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Modelling and Simulation in Engineering
Volume 2008, Article ID 215073, 2 pages

Computation Intelligence in Medicine—Data Analysis and Modelling

Silesian University of Technology, Institute of Electronics, 44-100 Gliwice, Poland

Received 31 December 2008; Accepted 31 December 2008

Copyright © 2008 Ewa Pietka. This is an open access article distributed under the Creative Commons Attribution License, which permits unrestricted use, distribution, and reproduction in any medium, provided the original work is properly cited.

In clinical application, we deal with problems which have to be solved in a fast and objective way. However, human observation is influenced by internal (coming form the observer) as well as external (often independent from the observer) impacts. The objectivity of classification is restricted by the receptivity of human senses which are influenced by the experiences or level of training, psychological conditions (tiredness, hurry, etc.), as well as external conditions (lighting, destructive noise, etc.). The failure in perception questions the entire recognition process. The recognition process itself, influenced also by the abovementioned conditions, may cause a slow down and/or lead to a false diagnosis.

New computerized approaches to various problems have become critically important in healthcare. Mathematical information analysis, modelling, and computer simulation become standard tools underpinning the current rapid progress with developing computational intelligence. We are witnessing a radical change as technologies have been integrated into systems that address the core of medicine, including patient care in ambulatory and in-patient setting, disease prevention, health promotion, rehabilitation, and home care. Computational intelligence is in widespread use for the support of patient medical diagnosis and treatment, the assessment of the quality of care, and the enhancement of decision making, modelling, simulation, and medical research. A computerized support in the analysis of patient information and implementation of a computer-aided diagnosis and treatment systems increases the objectivity of the analysis and speeds up the response to pathological changes.

This special issue consists of 5 articles. The subsequent papers are organized into 3 groups.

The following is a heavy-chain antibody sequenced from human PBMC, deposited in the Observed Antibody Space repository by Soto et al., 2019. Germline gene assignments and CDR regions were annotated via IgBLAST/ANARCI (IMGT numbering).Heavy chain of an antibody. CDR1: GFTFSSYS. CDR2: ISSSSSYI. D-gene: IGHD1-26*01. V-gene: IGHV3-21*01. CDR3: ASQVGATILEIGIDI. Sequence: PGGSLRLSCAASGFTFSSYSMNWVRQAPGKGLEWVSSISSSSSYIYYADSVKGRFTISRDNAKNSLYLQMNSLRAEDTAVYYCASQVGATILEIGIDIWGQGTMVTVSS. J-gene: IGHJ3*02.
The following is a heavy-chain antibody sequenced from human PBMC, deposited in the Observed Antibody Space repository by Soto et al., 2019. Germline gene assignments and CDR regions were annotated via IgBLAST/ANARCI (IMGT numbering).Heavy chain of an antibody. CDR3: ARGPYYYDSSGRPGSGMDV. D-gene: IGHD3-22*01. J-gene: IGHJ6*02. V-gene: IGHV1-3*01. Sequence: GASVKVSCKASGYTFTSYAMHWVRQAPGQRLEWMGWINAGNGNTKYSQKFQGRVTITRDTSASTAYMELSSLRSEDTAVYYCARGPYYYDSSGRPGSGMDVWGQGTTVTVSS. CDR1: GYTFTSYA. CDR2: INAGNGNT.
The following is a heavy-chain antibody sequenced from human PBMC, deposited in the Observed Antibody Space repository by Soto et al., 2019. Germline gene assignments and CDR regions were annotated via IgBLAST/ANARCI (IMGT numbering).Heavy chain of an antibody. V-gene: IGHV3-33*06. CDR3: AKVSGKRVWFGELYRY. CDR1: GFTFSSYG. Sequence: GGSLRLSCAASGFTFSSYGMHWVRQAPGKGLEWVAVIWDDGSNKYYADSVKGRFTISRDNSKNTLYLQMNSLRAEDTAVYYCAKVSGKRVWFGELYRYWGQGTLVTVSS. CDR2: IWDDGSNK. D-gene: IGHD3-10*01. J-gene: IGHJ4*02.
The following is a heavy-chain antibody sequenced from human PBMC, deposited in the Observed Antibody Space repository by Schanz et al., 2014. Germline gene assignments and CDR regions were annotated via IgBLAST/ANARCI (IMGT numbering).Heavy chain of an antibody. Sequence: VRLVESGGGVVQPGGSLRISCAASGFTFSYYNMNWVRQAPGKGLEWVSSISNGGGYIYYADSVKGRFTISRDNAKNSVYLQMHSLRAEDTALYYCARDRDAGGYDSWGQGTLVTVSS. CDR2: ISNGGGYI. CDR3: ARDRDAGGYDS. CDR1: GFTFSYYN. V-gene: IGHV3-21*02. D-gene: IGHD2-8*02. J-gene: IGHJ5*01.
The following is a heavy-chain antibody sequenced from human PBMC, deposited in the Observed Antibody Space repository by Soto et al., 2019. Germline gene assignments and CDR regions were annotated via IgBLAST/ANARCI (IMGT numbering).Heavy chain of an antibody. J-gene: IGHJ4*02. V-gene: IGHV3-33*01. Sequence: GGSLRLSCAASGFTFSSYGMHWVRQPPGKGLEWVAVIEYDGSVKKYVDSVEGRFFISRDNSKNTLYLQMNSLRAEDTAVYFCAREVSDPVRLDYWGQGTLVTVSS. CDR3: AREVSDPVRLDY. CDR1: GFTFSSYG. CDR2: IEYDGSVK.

The first one employs mathematical tools in the data analysis. A computer-aided diagnosis system for breast cancer has been presented by Abdel-Qader and Abu-Amara. They have implemented the independent component analysis and fuzzy classifier to identify and label suspicious regions in mammograms.

An estimation methodology is presented by Mital and Pidaparti to determine the breast tumor parameters using the surface temperature profile that may be obtained by infrared thermography. The estimation methodology involves evolutionary algorithms using artificial neural network and genetic algorithm. The artificial neural network is used to map the relationship of tumor depth, tumor size, and the heat generation to the temperature profile over the idealized breast model. The genetic algorithm estimates the tumor parameters (depth, size, and heat generation) by minimizing a fitness function involving the temperature profiles obtained from simulated data or clinical data.

The second group has employed a modelling technique as a support in the assessment or decision-making problem.

Rau et al. have implement the computational fluid dynamics techniques to investigate the hemodynamic effect of unequal anterior cerebral artery flow rates on the anterior cerebral and anterior communicating artery (ACA-ACOM) bifurcations. Using an idealized 2D symmetric model of the ACA-ACOM geometry, the flow field and wall shear stress (WSS) at the bifurcation regions are assessed for pulsatile inflows with left to right flow ratios.

A model-based approach to reproduce individual heart rate signals acquired during tilt tests is proposed by Le Rolle et al. A new physiological model adapted to this problem and coupling the autonomic nervous system, the cardiovascular system, and global ventricular mechanics is presented. Evolutionary algorithms are used for the identification of patient-specific parameters, in order to reproduce heart rate signals obtained during tilt tests. The proposed approach is able to reproduce the main components of the observed heart rate signals and represents a first step toward a model-based interpretation of these signals.

The third group, employed in orthopedics, develops experimental and numerical methods to explore the stresses generated around the implants and bone screws. Chaudhary et al. have presented a finite-element model of a human mandible created with a fixated fracture in the parasymphyseal region. The mandibular model has then been anatomically loaded. Next, the forces exerted by the fixation plate onto the simplified screws are obtained and transferred to another finite-element submodel of a screw implant embedded in a trilaminate block with material properties of cortical and cancellous bone. The stress in the bone surrounding the screw implant has been compared for different screw configurations.

Ewa Pietka